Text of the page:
Stoking the star-maker machinery
We had the sky, up there, all speckled with stars, and we used to lay on our backs and look up at them, and discuss about whether they was made, or only just happened – Jim, he allowed they was made, but I allowed they happened; I judged it would have took too long to make so many – Mark Twain, Adventures of Huckleberry Finn, 1884.
Karen A. Newman
They’re making stars in Chile, Huck,
and it did take a long time – about 10 years – but overnight on Jan.
21-22, there were five new stars in the Southern sky. You wouldn’t have been
able to see them with your eyes, but they were there.
Forgive me for mixing my cultural references, but with apologies
to Joni Mitchell and Mark Twain, their words just seem to fit. The team at the Gemini
South telescope in Chile successfully propagated a 50-W laser producing five laser
guide stars, as we reported at Photonics.com on Feb. 2. The new constellation will
be used to sample atmospheric turbulence for the Gemini Observatory’s GeMS
GeMS, for Gemini Multi-Conjugate Adaptive Optics System, will
allow relatively wide-field imaging at extremely high resolution over an exceptionally
large portion of the sky. The system is expected to provide very sharp images of
similar quality to those obtained from space. For an explanation of multiconjugate
adaptive optics and how it differs from adaptive optics, see the MCAO primer at
the Gemini Observatory website (http://sciopsedit.gemini.edu).
Those of us who marveled at the beginnings of space exploration
in the second half of the past century still gaze up at the night sky and wonder
how the stars came to be. It is exciting to think that the work going on at the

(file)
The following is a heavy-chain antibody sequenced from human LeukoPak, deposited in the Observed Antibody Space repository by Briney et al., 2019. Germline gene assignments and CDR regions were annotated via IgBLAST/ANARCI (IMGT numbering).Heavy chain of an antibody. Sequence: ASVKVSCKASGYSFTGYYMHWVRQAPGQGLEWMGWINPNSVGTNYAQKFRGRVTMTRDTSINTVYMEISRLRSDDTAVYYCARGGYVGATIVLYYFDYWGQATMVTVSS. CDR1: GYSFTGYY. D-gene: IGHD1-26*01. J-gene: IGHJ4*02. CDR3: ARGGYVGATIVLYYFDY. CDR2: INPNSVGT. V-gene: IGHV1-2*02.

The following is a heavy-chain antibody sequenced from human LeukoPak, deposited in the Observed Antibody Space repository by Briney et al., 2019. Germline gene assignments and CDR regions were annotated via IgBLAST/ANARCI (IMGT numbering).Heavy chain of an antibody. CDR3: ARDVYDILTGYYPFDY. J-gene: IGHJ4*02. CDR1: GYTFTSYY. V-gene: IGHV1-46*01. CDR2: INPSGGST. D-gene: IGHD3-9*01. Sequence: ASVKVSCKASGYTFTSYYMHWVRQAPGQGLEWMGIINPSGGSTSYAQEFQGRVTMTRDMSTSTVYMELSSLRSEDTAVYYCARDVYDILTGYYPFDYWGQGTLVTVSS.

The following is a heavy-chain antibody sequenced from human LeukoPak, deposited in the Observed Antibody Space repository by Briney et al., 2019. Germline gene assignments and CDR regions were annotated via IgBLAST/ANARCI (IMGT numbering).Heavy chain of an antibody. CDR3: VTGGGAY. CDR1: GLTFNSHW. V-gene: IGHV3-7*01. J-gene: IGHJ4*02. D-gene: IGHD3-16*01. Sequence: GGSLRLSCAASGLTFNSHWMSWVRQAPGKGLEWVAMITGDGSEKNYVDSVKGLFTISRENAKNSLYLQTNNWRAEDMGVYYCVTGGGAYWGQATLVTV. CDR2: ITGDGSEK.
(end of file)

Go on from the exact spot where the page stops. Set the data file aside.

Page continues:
Gemini Observatory may bring us closer to an answer for Huck and Jim, and for all
According to the Gemini South team, technical tests of the laser
and the GeMS will continue throughout 2011 and are expected to be available for
scientific use next year. The days ahead at Chile’s Aura Observatory are sure
to be filled with exciting events that will be anticipated and celebrated, and we’ll
look forward to amazing images and new knowledge about our universe in the years
Looking ahead just a little, you will find Photonics Media this
month at OFC/NFOEC in Los Angeles on March 6-10; at Pittcon in Atlanta on March
13-18; and at Automate in Chicago on March 21-24. I myself will be at Automate,
checking out all the latest advances in machine vision. I hope to see you there.
- adaptive optics
- Optical components or assemblies whose performance is monitored and controlled so as to compensate for aberrations, static or dynamic perturbations such as thermal, mechanical and acoustical disturbances, or to adapt to changing conditions, needs or missions. The most familiar example is the "rubber mirror,'' whose surface shape, and thus reflective qualities, can be controlled by electromechanical means. See also active optics; phase conjugation.
- atmospheric turbulence
- Irregularities and disturbances in the atmosphere that are of particular interest because they induce random temporal and spatial phase and amplitude fluctuations that destroy the optical quality and the coherence properties of laser beams.
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